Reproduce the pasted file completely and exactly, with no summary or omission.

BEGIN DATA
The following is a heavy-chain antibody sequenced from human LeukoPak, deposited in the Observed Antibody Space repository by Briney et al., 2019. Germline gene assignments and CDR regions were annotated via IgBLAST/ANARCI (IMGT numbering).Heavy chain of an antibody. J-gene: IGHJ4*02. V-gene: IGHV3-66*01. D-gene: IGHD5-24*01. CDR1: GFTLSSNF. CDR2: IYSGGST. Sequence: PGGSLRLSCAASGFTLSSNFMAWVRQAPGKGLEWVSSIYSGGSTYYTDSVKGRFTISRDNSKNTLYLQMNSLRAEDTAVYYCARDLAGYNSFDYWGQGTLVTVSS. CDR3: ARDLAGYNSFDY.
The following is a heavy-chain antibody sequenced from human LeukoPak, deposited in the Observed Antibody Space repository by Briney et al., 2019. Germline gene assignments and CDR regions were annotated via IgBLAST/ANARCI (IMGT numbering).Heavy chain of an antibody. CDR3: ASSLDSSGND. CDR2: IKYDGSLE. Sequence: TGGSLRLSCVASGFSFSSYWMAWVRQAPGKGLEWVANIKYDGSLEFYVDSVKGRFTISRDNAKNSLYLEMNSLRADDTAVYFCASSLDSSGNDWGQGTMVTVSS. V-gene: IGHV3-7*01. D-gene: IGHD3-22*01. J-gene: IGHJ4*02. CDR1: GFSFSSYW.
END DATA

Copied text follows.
The following is a heavy-chain antibody sequenced from human LeukoPak, deposited in the Observed Antibody Space repository by Briney et al., 2019. Germline gene assignments and CDR regions were annotated via IgBLAST/ANARCI (IMGT numbering).Heavy chain of an antibody. J-gene: IGHJ4*02. V-gene: IGHV3-66*01. D-gene: IGHD5-24*01. CDR1: GFTLSSNF. CDR2: IYSGGST. Sequence: PGGSLRLSCAASGFTLSSNFMAWVRQAPGKGLEWVSSIYSGGSTYYTDSVKGRFTISRDNSKNTLYLQMNSLRAEDTAVYYCARDLAGYNSFDYWGQGTLVTVSS. CDR3: ARDLAGYNSFDY.
The following is a heavy-chain antibody sequenced from human LeukoPak, deposited in the Observed Antibody Space repository by Briney et al., 2019. Germline gene assignments and CDR regions were annotated via IgBLAST/ANARCI (IMGT numbering).Heavy chain of an antibody. CDR3: ASSLDSSGND. CDR2: IKYDGSLE. Sequence: TGGSLRLSCVASGFSFSSYWMAWVRQAPGKGLEWVANIKYDGSLEFYVDSVKGRFTISRDNAKNSLYLEMNSLRADDTAVYFCASSLDSSGNDWGQGTMVTVSS. V-gene: IGHV3-7*01. D-gene: IGHD3-22*01. J-gene: IGHJ4*02. CDR1: GFSFSSYW.